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Posted July 1, 2008
'The Birds and Bees of Words is an excellent reminder for those writers among us who cling to the old rules of grammar fearing ending a sentence with a preposition or dangling participle. In our forgetfulness that English grammar and usage has evolved, Mary Embree makes a very common sense point when she says, 'What matters, is that our meaning is clear'. No one can appreciate this more, than a writer whose main concern is to present their work as a pleasurable read. Most engaging, if not downright fascinating, is Embree's chapter on New Words and Phrases. Did you know the newest Eleventh edition of the Merriam-Webster's Collegiate Dictionary contains 10,000 new words and more than 100,000 new meanings? For instance, papaphobia: meaning fear of the Pope, or retrosexual: meaning a heterosexual male who does not spend a lot of time on his appearance and lifestyle, he uses tools and can fix things, he has old-fashioned graces such as opening doors for women, the opposite of metrosexual. This chapter alone is worth keeping Embree's book on my desk as a reference. I feel hip now.'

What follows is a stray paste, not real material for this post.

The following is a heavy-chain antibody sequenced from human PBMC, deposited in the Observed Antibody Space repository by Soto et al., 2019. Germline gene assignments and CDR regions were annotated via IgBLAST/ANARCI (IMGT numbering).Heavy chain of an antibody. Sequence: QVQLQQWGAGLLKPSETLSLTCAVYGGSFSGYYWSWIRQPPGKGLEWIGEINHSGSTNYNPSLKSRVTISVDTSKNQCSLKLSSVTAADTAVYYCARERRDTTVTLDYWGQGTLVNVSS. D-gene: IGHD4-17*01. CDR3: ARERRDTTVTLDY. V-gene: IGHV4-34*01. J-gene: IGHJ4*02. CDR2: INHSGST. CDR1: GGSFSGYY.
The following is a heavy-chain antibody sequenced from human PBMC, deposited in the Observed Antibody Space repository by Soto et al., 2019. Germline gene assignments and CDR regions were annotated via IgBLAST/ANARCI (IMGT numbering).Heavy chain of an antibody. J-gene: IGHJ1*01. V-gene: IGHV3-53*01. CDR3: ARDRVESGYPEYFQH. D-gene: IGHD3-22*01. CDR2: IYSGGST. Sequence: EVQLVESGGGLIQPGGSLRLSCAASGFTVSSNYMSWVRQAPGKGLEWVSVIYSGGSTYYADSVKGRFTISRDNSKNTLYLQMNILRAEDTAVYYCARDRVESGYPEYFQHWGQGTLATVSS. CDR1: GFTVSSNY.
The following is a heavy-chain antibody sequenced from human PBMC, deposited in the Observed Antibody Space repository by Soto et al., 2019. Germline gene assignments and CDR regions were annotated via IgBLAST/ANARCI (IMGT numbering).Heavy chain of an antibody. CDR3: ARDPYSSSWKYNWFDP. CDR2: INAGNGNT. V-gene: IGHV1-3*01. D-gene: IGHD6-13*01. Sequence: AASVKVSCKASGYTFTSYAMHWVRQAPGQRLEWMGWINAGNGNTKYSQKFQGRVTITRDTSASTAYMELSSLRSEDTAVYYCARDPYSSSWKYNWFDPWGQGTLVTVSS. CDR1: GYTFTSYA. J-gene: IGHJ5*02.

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Posted August 29, 2010
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